French legend Charles Aznavour dies at 94

Each art has its own style that caters to different tastes. Few are able to attract wide audiences and music is the same. Every style and every performer has an audience. Charles Aznavour, who died yesterday, was the epitome of simplicity, a melodic singer. But without doubt he, and his music reached across every spectrum. Much more than love songs, his were also cries of despair, nostalgia and rebellion. But more than anything it was how he expressing all of this with such singularity which set him aside from the rest: his elegance.

Born in Paris to Armenian parents, Aznavour made his debut as a singer in 1933 aged 11 with his sister Aída, but his real career did not begin until 1941 when he met Pierre Roche and they began to write songs. The early days were difficult despite being near the greats, such as Edith Piaf. His break came in 1953, when he performed at the Olympia theater, and “Sur ma vie” became a hit.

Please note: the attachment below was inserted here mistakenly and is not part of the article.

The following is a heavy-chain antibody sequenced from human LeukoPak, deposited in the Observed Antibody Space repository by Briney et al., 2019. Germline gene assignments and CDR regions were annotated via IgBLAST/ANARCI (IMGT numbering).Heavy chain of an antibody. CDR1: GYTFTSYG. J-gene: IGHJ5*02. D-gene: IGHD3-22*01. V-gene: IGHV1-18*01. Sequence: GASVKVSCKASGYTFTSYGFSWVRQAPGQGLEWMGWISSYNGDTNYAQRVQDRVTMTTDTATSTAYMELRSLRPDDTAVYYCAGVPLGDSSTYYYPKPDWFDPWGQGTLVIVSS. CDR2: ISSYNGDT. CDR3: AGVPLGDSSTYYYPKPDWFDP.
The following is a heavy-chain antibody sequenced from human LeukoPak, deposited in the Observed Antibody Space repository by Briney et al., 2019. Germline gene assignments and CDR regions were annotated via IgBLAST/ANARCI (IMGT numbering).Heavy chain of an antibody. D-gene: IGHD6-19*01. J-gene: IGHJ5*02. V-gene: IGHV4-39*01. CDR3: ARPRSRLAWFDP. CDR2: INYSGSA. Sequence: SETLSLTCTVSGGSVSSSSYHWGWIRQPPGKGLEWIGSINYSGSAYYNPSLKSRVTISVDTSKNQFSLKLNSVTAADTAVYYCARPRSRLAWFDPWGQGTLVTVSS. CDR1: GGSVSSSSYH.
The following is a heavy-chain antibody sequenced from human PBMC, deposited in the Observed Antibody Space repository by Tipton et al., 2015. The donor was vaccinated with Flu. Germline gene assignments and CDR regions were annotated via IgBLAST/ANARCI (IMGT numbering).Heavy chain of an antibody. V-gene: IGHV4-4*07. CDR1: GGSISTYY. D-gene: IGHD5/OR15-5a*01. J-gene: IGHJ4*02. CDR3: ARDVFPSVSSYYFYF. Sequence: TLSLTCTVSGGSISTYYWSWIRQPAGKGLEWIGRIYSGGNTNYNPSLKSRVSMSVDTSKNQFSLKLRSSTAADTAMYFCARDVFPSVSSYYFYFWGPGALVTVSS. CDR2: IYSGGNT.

Aznavour quickly rose to fame on stage and in theatre and film, and before long he was performing internationally alongside the likes of Frank Sinatra. Fame however, never seemed to change the man. A popular figure on stage in Catalonia, his final concert here was in April of this year at the Liceo. Among the songs he sang that night was “What makes a man” ...

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